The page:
On the Platform

Here is another tale for you in the run-up to Halloween. This little railway station in Scotland seems so clean and modern… but is it haunted?

I looked at my watch. I don’t know why, some reflex action I suppose, habit, almost automatic. It had stopped of course, it was showing the same time as before. I guessed it was some time after midnight, though, and I was alone on the station platform. At least, I couldn’t see anyone else, but it was as though someone else was there, or if not actually there, then expected soon.

I looked up and down the platform. The lamp at the far end was flickering on and off, making light… shadow… light… shadow… on the cracked tarmac surface, and throwing a pillar, a bench, and a rubbish bin into sharp relief. The lamp above my head was steady, as was the one at the nearer end of the platform, to my left. The indicator board glowed amber, showing the time of the next train. Not for hours. Not due until morning. The sign said ‘On time’ and the intermediate stations were scrolling right to left across it. The seconds were ticking away. I looked at my watch again. Why? Why look at my watch when the time was up there?

I heard a sound as though the sole of a shoe scraped against the platform surface. The lamp at the far end of the platform flickered on and off. There was no one there, not that I could see. The hash from the lamps seemed to accentuate the dark outside them, making it seem as though nothing existed beyond this station platform. There was no movement except for a piece of litter being blown across the platform and spilling onto the track, out of sight, making a scratchy, fluttery noise against the concrete edge as it went. Was that what I had heard?

“Hello,” I called. “Is anybody there?”

There was no answer. And yet I still felt as though someone else was there, or was expected soon. Maybe the bloke from Scotrail would be here shortly. Maybe his shift was an early one, and he would soon turn up and switch on the strip lighting in the glass-fronted ticket office and waiting room. Maybe he would unlock the door to the waiting room and switch on the vending machine. I could get a Mars Bar. I wasn’t hungry but it would pass the time. I peered into the dark, willing a set of headlights to illuminate the station car park. Nothing happened. No one came.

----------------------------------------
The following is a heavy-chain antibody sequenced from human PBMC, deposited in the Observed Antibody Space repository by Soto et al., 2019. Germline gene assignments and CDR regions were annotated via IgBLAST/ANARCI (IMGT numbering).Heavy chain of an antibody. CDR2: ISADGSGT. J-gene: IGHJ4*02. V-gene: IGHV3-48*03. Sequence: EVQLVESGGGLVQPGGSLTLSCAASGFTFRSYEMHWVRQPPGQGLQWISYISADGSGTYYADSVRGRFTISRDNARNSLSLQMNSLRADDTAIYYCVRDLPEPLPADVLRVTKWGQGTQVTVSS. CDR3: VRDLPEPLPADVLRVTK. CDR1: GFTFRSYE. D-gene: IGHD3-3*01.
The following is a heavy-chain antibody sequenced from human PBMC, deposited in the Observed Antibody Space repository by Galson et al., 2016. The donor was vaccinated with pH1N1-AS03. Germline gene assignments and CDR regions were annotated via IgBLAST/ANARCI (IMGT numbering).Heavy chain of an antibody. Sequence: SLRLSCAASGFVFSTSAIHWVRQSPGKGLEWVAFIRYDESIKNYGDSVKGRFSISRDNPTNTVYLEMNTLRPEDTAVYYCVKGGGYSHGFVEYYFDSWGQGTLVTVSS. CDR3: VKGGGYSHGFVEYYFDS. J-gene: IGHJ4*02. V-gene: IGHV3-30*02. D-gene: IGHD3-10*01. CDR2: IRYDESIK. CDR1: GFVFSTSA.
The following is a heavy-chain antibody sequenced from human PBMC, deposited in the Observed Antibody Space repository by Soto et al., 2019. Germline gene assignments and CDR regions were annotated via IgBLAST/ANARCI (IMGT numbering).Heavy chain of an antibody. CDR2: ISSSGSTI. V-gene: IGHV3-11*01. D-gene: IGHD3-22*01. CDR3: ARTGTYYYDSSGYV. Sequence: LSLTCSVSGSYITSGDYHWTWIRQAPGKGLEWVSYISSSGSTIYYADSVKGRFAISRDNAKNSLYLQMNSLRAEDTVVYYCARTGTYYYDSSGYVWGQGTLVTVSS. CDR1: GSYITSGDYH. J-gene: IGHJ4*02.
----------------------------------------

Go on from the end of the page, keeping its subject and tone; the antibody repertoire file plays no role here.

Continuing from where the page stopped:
I pulled my coat collar snuggly to my neck, smoothed my skirt, and crossed my ankles. I wished I had a book with me. I wasn’t cold, but I pushed my hands into my coat pockets. In the left one, my fingertips found something small and hard. Whatever it was – a piece of grit, I don’t know – I rolled it in between my fingertips, pressing it, squeezing it, deliberately trying to find sharp edges to graze my fingertips. Anything to occupy some time. I had nowhere else to go. The seconds on the indicator board ticked away. I uncrossed and re-crossed my ankles.

What is it about stations? They should be busy, there should be coming and going. I was certain that this little place with its up and down lines, and its two platforms, and its footbridge, would be full of commuters during daylight hours, people bound for their offices in Edinburgh, or wanting to make a connection to Glasgow. Mid-morning and afternoon there would be shoppers, maybe the occasional out-of-season backpacker. Late afternoon there would be children and teenagers coming back from school in town, and the car park would have four-by-fours or a mini-bus waiting for them. people would be sipping coffee and eating Twix bars from the vending machines, or munching bridies from the wee Co-op. The wee Co-op that was somewhere out there, in the darkness beyond the light hash here on the station. Then in the evening, late commuters, folk going out for the evening, folk coming back, the last train. The lights being turned off in the ticket office and waiting room. The bloke from Scotrail getting on his moped. The sound of its motor dying away. That’s how this station, this platform came to be a little island in the dark, a place where things waited to happen, where someone was expected. Maybe.

But now, on this little island, I couldn’t even see over to the other platform. All the lights seemed to be off over there. There was an indicator board. It glowed, just like the one on this side, but it was slantways on. It gave no real light. I couldn’t read it. If I got up and walked a little way down then maybe I could. I could cross over the footbridge, walk into the dark, and go and read it. It would pass the time. From there, from that dark platform, I would be able to look over at this one, the lighted one. I could, but I didn’t. Here I felt – what? – safe. I waited. There wasn’t really anything to do except wait.

“Is anybody there?” I called again. I still had this feeling that someone was here, or expected. If I sat here, right where I was, the spot on the platform I had become used to, I would see anyone who came. The platform entrance, the ticket office, the footbridge, all of them were to my right. The entrance just this side of the flickering light, the footbridge just beyond it. They were all in my field of vision.

I looked at my watch again, then realised what I was doing and made a little “kah!” sound in my throat, annoyed with myself.